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22 of America's most promising scientists selected as Pew Biomedical Scholars

PHILADELPHIA Twenty-two of the nation's most innovative young researchers were named Pew Scholars in the Biomedical Sciences by The Pew Charitable Trusts today. The Scholars join a prestigious community that includes Nobel Prize winners, MacArthur Fellows, and recipients of the Albert Lasker Medical Research Award.

"During these challenging budgetary times when traditional sources of funding are becoming even harder for scientists to obtain, we are proud to back our country's most promising scientists," said Rebecca W. Rimel, president and CEO of The Pew Charitable Trusts. "This funding comes at points in the Scholars' professional lives when they often are the most innovative. While this program is a bold investment for us, it has paid incalculable dividends due to our Scholars' record of producing groundbreaking research." The new class of scholars is exploring a range of human health issues from antibiotic-resistant infections to liver disease and cancer.

Launched in 1985, the Pew Scholars Program in the Biomedical Sciences identifies and invests in talented researchers in medicine or biomedical sciences. In that time, over 500 Pew Scholars have received more than $130 million in funding. By backing them early in their careers, this program enables our most promising scientists to take calculated risks and follow unanticipated leads to advance human health. "Giving young scientists the means and the confidence to pursue outside-the-box research is vital to the advancement of biomedical science," said Craig C. Mello, Ph.D., a 1995 Pew Scholar and a 2006 Nobel Laureate in Physiology or Medicine. "The Pew Scholars Program in the Biomedical Sciences was a critical step in my career, and as Chair of the national advisory committee, and I am honored to welcome the 2012 awardees into a family of scientists eager to share ideas and to collaborate for years to come."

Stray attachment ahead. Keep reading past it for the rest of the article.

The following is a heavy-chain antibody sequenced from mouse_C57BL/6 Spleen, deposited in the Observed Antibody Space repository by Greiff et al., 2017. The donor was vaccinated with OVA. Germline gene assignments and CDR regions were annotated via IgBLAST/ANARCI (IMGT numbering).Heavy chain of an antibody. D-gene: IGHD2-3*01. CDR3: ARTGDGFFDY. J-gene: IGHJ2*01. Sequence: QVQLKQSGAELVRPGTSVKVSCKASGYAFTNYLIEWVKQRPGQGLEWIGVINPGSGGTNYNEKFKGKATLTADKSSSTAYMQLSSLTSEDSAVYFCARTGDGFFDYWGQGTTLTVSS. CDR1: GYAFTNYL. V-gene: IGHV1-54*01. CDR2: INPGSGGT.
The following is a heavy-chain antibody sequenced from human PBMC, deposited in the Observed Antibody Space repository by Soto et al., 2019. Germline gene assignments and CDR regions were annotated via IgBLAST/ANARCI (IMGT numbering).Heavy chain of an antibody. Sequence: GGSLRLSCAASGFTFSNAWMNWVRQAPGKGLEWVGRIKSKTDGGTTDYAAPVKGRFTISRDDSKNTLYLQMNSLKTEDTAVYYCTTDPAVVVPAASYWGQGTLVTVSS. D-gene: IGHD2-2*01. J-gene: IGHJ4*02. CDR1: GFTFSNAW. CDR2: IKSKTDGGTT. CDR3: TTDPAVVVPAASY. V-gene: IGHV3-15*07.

The program is rigorously competitive, and recipients receive $240,000 over four years to pursue their research without restriction. To be considered, applicants from all areas of physical and life sciences related to biomedical study must be nominated by an invited institution and demonstrate both excellence and innovation in their research. This year, 179 institutions were requested to nominate a candidate, and 134 eligible nominations were received.

The initiative is run by The Pew Charitable Trusts, which also directs the Pew Latin American Fellows in the Biomedical Sciences, a program that for 21 years has provided support for young scientists from Latin America to receive postdoctoral training in the United States.

The new 2012 Pew Scholars are:

Dinu Florin Albeanu, Ph.D.
Cold Spring Harbor Laboratory

Peter V. Cornish, Ph.D.
University of Missouri
Biochemistry and Biophysics

Maximiliano A. D'Angelo, Ph.D.
University of California, San Francisco
Cell Biology

D. Allan Drummond, Ph.D.
University of Chicago
Biochemistry and Molecular Biology

Nels C. Elde, Ph.D.
University of Utah
Evolutionary Genetics, Cell Biology

Donald Fox, Ph.D.
Duke University Medical Center
Tissue Repair and Genome Stability

Robert C. Froemke, Ph.D.
Skirball Institute, New York University
School of Medicine

Wolfram Goessling, M.D., Ph.D.
Dana-Farber Cancer Institute
Developmental and Regenerative Biology

Xue Han, Ph.D.
Boston University

Ivaylo I. Ivanov, Ph.D.
Columbia University Medical Center

Salil A. Lachke, Ph.D.
University of Delaware
Developmental Genetics

Saskia B. Neher, Ph.D.
University of North Carolina, Chapel Hill
Protein Biochemistry

Lorin E. Olson, Ph.D.
Oklahoma Medical Research Foundation Developmental and Regenerative Biology

Kevin K. Park, Ph.D.
University of Miami Miller School of Medicine

Sohini Ramachandran, Ph.D.
Brown University
Human Genomics and Evolution

Vanessa Ruta, Ph.D.
The Rockefeller University

Aimee Shen, Ph.D.
University of Vermont

Alexander Sher, Ph.D.
University of California, Santa Cruz

Alexander V. Statsuk, Ph.D.
Northwestern University
Chemical Biology

Kathryn E. Wellen, Ph.D.
University of Pennsylvania
Cancer Metabolism and Epigenetics

Mee-Ngan F. Yap, Ph.D.
Saint Louis University
Molecular Microbiology

Wenjun Zhang, Ph.D.
University of California, Berkeley
Chemical and Synthetic Biology


Contact: Nicolle Grayson
Pew Health Group

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